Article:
### Coordinate fields and Voronoi diagrams

The closest point transform (CPT) is related to the EDT. It consumes a field of booleans and produces a field of coordinates, where each coordinate points to the nearest T in the input field.

The CPT is easy to transform to the EDT: for each pixel, simply compute the distance between that pixel and the pixel that the CPT points to.

The CPT is also easy to transform to a Voronoi diagram: for each pixel, replace it with the color of the pixel that the CPT points to. This is illustrated in Figure 7. This is actually a generalized Voronoi diagram because the source image is not composed of discrete points.

To generate the CPT, the `march_parabolas` procedure can be modified to store the column index of each parabola vertex. See Listing 5, which differs from Listing 3 in that it adds an `indices` argument that gets populated with the relevant X coordinates.

``````def march_parabolas(single_row, hull_vertices, hull_intersections, indices):
d = single_row
v = hull_vertices
z = hull_intersections
k = 0
for q in range(len(d)):
while z[k + 1].x < q:
k = k + 1
dx = q - v[k].x
d[q] = dx * dx + v[k].y
indices[q] = v[k].x``````

The first call to `horizontal_pass` produces X coordinates, and the second call to `horizontal_pass` produces Y coordinates. Afterwards, the X coordinates need to be dereferenced to obtain the final coordinate field. This procedure is outlined in Listing 6, which can be compared to Listing 1.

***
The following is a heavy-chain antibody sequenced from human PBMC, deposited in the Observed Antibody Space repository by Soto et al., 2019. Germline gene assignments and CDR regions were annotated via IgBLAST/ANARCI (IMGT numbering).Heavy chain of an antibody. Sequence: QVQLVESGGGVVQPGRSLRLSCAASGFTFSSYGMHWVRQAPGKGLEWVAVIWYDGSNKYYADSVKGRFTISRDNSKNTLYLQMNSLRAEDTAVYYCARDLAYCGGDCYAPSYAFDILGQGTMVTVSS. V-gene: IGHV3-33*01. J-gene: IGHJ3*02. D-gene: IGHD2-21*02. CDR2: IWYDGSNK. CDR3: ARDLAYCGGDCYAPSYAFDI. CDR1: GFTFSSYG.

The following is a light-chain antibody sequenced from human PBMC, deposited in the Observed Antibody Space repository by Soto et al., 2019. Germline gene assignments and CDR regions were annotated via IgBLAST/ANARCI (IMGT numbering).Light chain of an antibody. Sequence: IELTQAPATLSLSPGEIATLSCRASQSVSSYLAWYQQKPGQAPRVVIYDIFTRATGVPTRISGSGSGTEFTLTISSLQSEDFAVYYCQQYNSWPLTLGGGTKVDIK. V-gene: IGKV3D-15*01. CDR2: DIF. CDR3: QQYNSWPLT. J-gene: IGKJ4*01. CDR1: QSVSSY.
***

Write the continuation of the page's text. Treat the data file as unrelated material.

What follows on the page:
``````def compute_cpt(bool_field):
sedt = bool_field.where(0, ∞)
xcoords = empty 2D field of scalars
ycoords = empty 2D field of scalars
for row in len(sedt):
horizontal_pass(sedt[row], xcoords)
transpose(sedt)
for row in len(sedt):
horizontal_pass(sedt[row], ycoords)

# Deference the X coordinates to produce the final CPT.
cpt = empty 2D field of coordinates
for j in height:
for i in width:
x = xcoords(i, j)
y = ycoords(i, j)
cpt(i, j) = (cpt(i, y).x, y)

return cpt``````

### Procedural terrain

Distance fields can be used to generate reasonable height maps for procedurally-generated terrain. Mountain chains tend to follow the “spine” of the shape. To mitigate the artificial look, gradient noise can be used to adjust the generated elevation data.

Figure 8 shows one possible way of generating a source mask for a landmass. From left to right: falloff function, four octaves of gradient noise multiplied with the falloff, warping, masking.

Figure 9 shows a rendering of the SDF computed from the above mask. This was rendered by multiplying three layers: diffuse lighting, ambient occlusion, and a color gradient.

Another interesting look can be achieved by quantizing the distance field using a step function. The boundaries between the discrete values suggest contour lines. The image in Figure 10 was generated by processing the EDT with the numpy `digitize` function.